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(Via Gemma Correll)

With Halloween fast approaching, we posted this on Facebook and Twitter asking you guys how accurate you think the picture was. After doing some more research, we recently discovered Gemma Correll, an awesome Illustrator, Cartoonist and “Friend of the pugs” from the UK and just HAD to write about her work! We absolutely love the simple yet quirky little drawing’s which are hand drawn then scanned. She’s already pretty well-known, especially in the UK, as British comedian Russell Howard was spotted wearing her “Pugs Not Drugs” t-shirt on one of his shows.

Since 2009 she has been continuously growing with her work and had exhibitions in London and New York. She’s worked for The Guardian, New York Times and Even Hermés! She won 2 awards in 2010 and  her last 2 exhibitions were earlier this year at Light Grey Art Lab in Minneapolis. We got in touch with this awesome lady and asked her 3 very important questions:

What is your inspiration (aside from your pugs!)?
It’s really just the things I see around me – the people and animals, overheard conversations, the books I read, magazines, traveling… I read the newspaper every day and love learning about and researching new things.
Do you think the illustrator community is dominated by men?

I think it’s getting better but I still feel that illustration (and comics in particular) – like a lot of things – can be a bit of a boys’ club. I’ve spent a lot of time thinking about why this is the case and I think it has a lot to do with confidence. I think that females are generally less confident in their work, they tend to question it more, compare themselves with others too much and take criticism to heart more readily.

Obviously I’m generalising here but I’m speaking from my own experiences both in college and in the “real world”. I see a lot of male illustrators who are – to put it bluntly – not very good becoming very successful due to, I think, a general aura of confidence and go-gettingness (not a real word, I know) which is of course commendable, but it means they’re getting jobs over women who are more talented but not as good at “self promotion” which is a very important skill to have as an illustrator.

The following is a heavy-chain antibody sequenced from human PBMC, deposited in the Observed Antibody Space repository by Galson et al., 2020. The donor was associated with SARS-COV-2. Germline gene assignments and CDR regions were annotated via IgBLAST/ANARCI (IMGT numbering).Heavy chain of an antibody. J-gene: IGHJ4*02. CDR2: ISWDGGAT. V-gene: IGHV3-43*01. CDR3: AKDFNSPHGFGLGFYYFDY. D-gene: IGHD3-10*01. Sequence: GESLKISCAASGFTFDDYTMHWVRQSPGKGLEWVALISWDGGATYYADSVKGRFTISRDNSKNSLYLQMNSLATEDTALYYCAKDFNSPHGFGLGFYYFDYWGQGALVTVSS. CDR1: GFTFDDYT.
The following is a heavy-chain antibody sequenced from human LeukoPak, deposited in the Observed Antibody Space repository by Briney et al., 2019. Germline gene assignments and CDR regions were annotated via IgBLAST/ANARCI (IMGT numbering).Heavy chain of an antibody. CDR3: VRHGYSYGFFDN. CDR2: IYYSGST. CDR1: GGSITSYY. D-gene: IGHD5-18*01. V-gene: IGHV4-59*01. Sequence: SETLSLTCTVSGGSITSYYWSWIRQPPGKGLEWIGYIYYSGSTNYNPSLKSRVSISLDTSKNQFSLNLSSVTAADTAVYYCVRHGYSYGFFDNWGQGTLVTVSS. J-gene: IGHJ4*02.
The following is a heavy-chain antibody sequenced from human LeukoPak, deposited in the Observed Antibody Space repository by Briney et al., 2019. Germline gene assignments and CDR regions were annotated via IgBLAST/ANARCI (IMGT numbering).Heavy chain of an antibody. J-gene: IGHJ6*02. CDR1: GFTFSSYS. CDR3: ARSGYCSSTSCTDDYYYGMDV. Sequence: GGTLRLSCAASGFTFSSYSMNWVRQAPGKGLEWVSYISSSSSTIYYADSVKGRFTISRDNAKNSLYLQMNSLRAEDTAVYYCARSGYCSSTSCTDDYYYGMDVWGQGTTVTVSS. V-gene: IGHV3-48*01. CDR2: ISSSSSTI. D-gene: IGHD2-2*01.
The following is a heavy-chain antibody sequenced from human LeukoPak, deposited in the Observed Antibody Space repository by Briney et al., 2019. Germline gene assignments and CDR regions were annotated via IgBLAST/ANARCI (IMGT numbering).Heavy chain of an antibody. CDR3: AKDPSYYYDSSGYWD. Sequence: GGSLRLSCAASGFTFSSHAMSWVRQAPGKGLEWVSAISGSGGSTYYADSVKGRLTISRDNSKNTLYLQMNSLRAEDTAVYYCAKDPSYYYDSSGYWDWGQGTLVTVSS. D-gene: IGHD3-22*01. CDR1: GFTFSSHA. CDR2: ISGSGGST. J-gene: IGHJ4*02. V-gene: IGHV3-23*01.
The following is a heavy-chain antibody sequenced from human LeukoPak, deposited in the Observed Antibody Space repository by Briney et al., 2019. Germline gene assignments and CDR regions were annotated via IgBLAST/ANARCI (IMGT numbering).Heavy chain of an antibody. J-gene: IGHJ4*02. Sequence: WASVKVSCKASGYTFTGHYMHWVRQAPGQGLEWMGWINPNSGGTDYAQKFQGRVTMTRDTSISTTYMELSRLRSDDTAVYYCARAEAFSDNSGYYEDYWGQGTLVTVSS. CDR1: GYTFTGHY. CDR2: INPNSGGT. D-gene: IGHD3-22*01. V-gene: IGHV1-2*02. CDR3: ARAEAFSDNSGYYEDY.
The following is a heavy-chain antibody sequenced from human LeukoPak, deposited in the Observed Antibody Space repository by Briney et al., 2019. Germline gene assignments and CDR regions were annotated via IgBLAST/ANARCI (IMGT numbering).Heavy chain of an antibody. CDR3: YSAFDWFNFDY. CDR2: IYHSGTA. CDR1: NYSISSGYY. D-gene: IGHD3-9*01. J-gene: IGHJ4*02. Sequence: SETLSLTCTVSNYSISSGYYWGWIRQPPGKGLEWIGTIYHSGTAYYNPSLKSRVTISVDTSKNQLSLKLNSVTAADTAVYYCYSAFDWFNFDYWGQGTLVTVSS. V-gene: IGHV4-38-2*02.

What advice would you give to young women aspiring to be cartoonists or illustrators?

I would advise them to be confident in their work – or at least feign it. Honestly, I generally dislike everything I draw but I’ve decided that I’m just going to put it out there anyway. I try not to allow myself to question my work too much, but allow it to be judged by others, whether that’s an art director or the gentlefolk of Tumblr. I guess it’s a kind of fake confidence and it’s easy to do behind a computer screen, so I’d advice using the Internet to your advantage. Just put your work out there and promote yourself as much as possible… and don’t give up too quickly! It takes a while to “make it” but it’s worth the hard work.

So there we have it! Any aspiring ladies out there take note as despite Gemma disliking her work, there’s proof in the pudding that putting it out there pays off. Feel free to follow her Tumblr and Twitter, or even like her on Facebook so you can keep up to date with her amazing work. For images and boards featuring her work as well as images of pugs and cats, follow her Pinterest. She has a book on Amazon called What I Wore Today and with Christmas looming, check out her store for cool little gifts. Below are some of our favourites – let us know what you think!

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